Encyclopaedia Britannica Put on Block: The oldest continually published English-language encyclopedia has hired New York investment firm Lazard Freres & Co. to find a buyer and could fetch up to $500 million, the New York Times reports in today's editions, citing executives familiar with the plans. The Chicago-based company has limped through three years of losses and dwindling sales, the newspaper says. The privately held company does not publicly report its profit or losses.
OPINION
February 9, 1992
The article may have had a catchy headline but it also is a misleading one. The use of dogs in research experimentation is hardly an animal rights issue. It is a scientific issue. The Britannica hired Dr. Michael Fox, an authority in his field, to write on a subject which he knows well. It is shocking that there are those in the scientific community who want to suppress the facts in this issue. Perhaps this is why we still have heart disease, cancer and diabetes as major causes of human deaths, as they have been for many years, despite millions upon millions of dollars spent for experiments on dogs and other animals.
BUSINESS
November 1, 1999 | JENNIFER OLDHAM, TIMES STAFF WRITER
Almost two weeks after the venerable Encyclopaedia Britannica made a brief online debut, the site has yet to reopen its virtual pages to visitors. The Chicago-based company announced that on Oct. 20 it would make available for free on its Web site (http://www.britannica.com) the contents of its 32-volume encyclopedia. But the site screeched to a halt when hungry knowledge seekers signed on in droves during the first free research day.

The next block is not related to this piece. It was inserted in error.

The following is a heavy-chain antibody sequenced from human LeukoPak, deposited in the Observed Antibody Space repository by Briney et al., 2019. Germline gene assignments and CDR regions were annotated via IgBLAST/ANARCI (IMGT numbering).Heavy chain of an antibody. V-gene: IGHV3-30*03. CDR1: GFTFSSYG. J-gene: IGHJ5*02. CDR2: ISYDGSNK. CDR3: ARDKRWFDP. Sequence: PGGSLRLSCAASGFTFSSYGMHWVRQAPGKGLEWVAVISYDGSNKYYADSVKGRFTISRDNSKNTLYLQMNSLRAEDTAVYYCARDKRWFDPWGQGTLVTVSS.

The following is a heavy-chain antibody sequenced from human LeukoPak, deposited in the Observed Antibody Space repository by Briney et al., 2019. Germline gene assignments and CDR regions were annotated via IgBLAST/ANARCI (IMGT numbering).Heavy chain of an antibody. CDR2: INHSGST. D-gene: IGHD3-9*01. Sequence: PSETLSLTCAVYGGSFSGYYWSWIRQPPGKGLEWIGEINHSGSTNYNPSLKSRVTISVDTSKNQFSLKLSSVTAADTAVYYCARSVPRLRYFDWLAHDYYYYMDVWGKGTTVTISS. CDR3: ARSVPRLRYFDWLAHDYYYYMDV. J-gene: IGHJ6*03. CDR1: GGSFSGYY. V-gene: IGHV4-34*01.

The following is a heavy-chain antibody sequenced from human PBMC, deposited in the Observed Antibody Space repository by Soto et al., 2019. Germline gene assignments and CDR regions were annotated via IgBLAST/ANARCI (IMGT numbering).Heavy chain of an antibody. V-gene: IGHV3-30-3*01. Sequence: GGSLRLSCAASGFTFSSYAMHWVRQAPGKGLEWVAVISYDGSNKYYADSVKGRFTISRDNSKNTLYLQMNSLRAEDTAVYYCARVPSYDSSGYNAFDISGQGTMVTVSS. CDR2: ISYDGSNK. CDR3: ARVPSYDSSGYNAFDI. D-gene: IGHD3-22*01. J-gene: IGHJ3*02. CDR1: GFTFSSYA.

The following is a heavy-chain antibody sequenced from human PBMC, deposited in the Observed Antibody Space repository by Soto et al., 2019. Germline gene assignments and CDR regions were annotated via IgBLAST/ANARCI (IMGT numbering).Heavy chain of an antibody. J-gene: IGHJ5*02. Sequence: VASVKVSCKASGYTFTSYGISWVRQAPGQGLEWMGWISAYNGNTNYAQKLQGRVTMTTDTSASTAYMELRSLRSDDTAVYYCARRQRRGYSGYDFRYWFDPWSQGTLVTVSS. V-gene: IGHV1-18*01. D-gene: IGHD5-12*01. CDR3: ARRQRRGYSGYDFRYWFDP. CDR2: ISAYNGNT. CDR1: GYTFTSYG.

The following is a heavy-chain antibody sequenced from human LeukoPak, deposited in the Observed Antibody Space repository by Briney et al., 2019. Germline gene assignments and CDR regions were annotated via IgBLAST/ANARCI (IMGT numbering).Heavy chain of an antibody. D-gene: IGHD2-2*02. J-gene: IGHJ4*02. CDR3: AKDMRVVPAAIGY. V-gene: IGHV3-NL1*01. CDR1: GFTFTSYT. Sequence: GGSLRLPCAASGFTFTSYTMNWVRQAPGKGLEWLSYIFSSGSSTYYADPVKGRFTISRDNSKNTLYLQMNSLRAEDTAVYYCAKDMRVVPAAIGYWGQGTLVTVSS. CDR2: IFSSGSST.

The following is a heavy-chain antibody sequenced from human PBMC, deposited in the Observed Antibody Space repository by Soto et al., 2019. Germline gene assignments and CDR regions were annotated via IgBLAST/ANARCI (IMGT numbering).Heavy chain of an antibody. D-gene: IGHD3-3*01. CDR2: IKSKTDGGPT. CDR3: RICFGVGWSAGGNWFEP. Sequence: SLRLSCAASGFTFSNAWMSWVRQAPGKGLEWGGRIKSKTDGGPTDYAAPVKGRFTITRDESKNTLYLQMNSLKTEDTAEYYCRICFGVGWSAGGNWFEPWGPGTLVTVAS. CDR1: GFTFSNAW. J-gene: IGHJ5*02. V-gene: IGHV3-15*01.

OPINION
March 15, 2012
Two months after Eastman Kodak Co.declared bankruptcy, another household name is succumbing to the relentless march of technology. Encyclopaedia Britannica announced Tuesday that it is discontinuing its best-known product, the 32-volume collection of reference material on everything from aardvarks to zygotes. The company is shifting its focus to the Internet, where it offers a virtual version of its books and a slate of fee-based educational services. The company's ability to sell pricey bound volumes for 244 years is a testament not just to the power of its brand, but also to the demand for a convenient, reliable source of information.
BUSINESS
March 3, 1992 | DANIEL AKST
Arthur Miller once said that Willy Loman died because he foolishly believed it was a law that someone who wasn't a success didn't deserve to live. Ki Yup Chang's was the opposite tragedy. He believed in the system, and it rewarded him. He richly deserved a longer life. Nevertheless, his too was the death of a salesman. Chang was already 49 when he came to this country, emigrating from Korea with the same hopes for a better life as millions of immigrants before him. That was about 20 years ago.
BUSINESS
March 14, 2012